- During the COVID-19 pandemic, many seniors are finding themselves more isolated.
- While social distancing may be reducing their risk of COVID-19, it may also be putting their health at risk in other ways.
- Researchers have found that social interaction plays an important role in keeping certain regions of the brain healthy.
- Inadequate social stimulation may be putting older adults at greater risk for developing dementia. Finding safer ways for them to engage socially may be beneficial in preventing this condition.
All data and statistics are based on publicly available data at the time of publication. Some information may be out of date.
During the COVID-19 pandemic, many older adults — especially those in care facilities — are finding themselves more isolated due to social distancing measures.
While these policies are designed to keep them safe, researchers say they may be putting their health at risk in other ways.
According to a new study, social interaction plays an important role in keeping certain regions of the brain healthy.
Without adequate social stimulation, the researchers say, older adults may be at greater risk for developing dementia.
On average, the study participants were 83 years old.
In order to study their brain activity, the researchers used a type of sensitive brain imaging scan called Diffusion Tensor Imaging MRI.
This scan was used to measure the integrity of the brain cells in the part of the brain that’s involved in social engagement.
Felix said the use of this type of scan was significant because, “No one has ever studied before the brain gray matter (brain cell) microstructural integrity in relation to social engagement among older adults.”
“The sensitive diffusion tensor imaging (DTI) MRI we used can detect early, cellular damage in brain cells even when the conventional MRI may look normal,” she said.
What she and her team found was that greater social engagement was related to better microstructural integrity.
Maintaining this integrity is important because once brain cells die, dementia usually follows.
According to Dr. Dylan Wint, Las Vegas Legacy Neuroscience Education Endowed Chair at Cleveland Clinic Lou Ruvo Center for Brain Health, dementia is a decline in cognitive function that’s severe enough to interfere with independent living.
Wint said one of the most common symptoms of dementia is memory loss.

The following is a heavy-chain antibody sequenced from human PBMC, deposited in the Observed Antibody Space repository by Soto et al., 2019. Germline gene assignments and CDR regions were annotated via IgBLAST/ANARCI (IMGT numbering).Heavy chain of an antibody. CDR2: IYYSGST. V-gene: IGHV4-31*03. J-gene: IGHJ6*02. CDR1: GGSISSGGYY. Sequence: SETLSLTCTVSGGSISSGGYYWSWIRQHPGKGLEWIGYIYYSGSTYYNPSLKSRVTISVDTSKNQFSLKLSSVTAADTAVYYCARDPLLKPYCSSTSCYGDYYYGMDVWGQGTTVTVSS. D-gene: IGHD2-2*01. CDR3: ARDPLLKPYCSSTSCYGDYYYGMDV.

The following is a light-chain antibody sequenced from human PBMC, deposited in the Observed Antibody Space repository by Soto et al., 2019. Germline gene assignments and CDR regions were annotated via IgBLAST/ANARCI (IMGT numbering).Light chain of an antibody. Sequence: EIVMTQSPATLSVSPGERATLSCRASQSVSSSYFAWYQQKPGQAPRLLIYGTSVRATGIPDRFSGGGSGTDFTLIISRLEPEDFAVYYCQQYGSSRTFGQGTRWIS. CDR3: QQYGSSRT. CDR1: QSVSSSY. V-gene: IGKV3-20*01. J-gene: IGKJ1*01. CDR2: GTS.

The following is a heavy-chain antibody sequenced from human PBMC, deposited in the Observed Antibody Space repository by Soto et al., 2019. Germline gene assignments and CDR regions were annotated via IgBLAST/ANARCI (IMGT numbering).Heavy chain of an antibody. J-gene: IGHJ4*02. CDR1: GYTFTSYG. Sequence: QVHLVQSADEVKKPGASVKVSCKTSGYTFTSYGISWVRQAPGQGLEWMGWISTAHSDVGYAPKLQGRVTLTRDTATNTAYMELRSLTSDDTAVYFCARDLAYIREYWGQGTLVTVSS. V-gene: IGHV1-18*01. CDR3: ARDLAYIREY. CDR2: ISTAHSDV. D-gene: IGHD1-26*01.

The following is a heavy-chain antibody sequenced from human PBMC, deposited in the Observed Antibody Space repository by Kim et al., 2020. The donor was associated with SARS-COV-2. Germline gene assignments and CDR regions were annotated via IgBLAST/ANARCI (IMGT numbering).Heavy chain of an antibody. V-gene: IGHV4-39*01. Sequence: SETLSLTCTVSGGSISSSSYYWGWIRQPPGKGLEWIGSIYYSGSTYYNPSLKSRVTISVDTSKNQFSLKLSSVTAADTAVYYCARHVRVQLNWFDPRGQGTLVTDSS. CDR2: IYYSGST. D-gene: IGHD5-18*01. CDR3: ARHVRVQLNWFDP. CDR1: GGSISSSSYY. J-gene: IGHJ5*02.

He described this memory loss as “forgetting things quickly and completely, struggling to keep track of the day and date, and messing up medications and missing appointments.”
Other symptoms can be “language problems, such as routinely struggling to come up with words, or not understanding what others are saying; problems with judgment, reasoning, planning; and visuospatial problems, such as not being able to navigate or learn new routes,” said Wint.
If a person begins exhibiting symptoms such as these, Wint suggests it’s a good idea for them to get checked by their primary care provider.
Felix said it’s commonly hypothesized in the context of brain plasticity that it’s important to “use it or lose it.”
What this means, she said, is that we need to keep using our brain cells in order to keep them healthy.
Similar to the way we must make regular use of our muscles to keep them from atrophying, we must use our brain to keep it healthy, she explained.
Felix said that social activities such as meeting with friends and family, remaining married, living with another person, attending church, attending group discussions, working, and volunteering can all give you a sense of social identity in your community.
Wint suggested that during the pandemic, when social interaction may be more risky, one thing we can do is “tune into technology more.”
For example, rather than meeting in person with people, older adults could rely more on regular telephone calls or video calls to increase their interaction with people.
Regarding in-person interactions, Felix said, “We are not advocating rash measures; the keyword is ‘balance.'”
“Awareness about our findings can help older adults plan a structured social calendar in safe ways with people who they know well and who they can safely coordinate logistics with,” she added.
She further noted, “It does not necessarily require large groups or very frequent interactions.”
Wint said that other types of activities are also important in keeping your brain healthy and free from dementia.
In particular, he pointed to physical activity.
“Aerobic exercise at a moderate level, for an average of 150 minutes each week, or at a vigorous level for 100 minutes each week, is recommended,” said Wint.
“Cognitive activities that require thinking, planning, and responding — things like puzzles, writing, picking up a new hobby, or learning a new skill [are helpful],” according to Wint.
“Even fixing things in one’s own home instead of calling a repair person could be beneficial,” he said. “Anything where your brain is engaged and challenged, and particularly, things where you are learning something new.”
“We want people to maintain high levels of social, cognitive, and physical activity,” added Wint.
He further suggested that if you can’t do one type of activity, you still try to do the others.
“For example, if you are unable to engage in aerobic exercise — perhaps because of a physical illness like lung or heart disease — I would suggest that you increase the amount of social and cognitive activities that you do,” he said.
“So, if you can’t get the full 150 minutes of aerobic exercise, you could instead engage in an equivalent duration of social or cognitive activity,” Wint added.
Greater social interaction appears to keep a particular part of the brain active and healthy.
Since brain cell death can lead to dementia, having an active social life may play a role in warding off cognitive decline as we age.
During the COVID-19 pandemic, it’s especially important for older adults to have safe ways to maintain connections with others.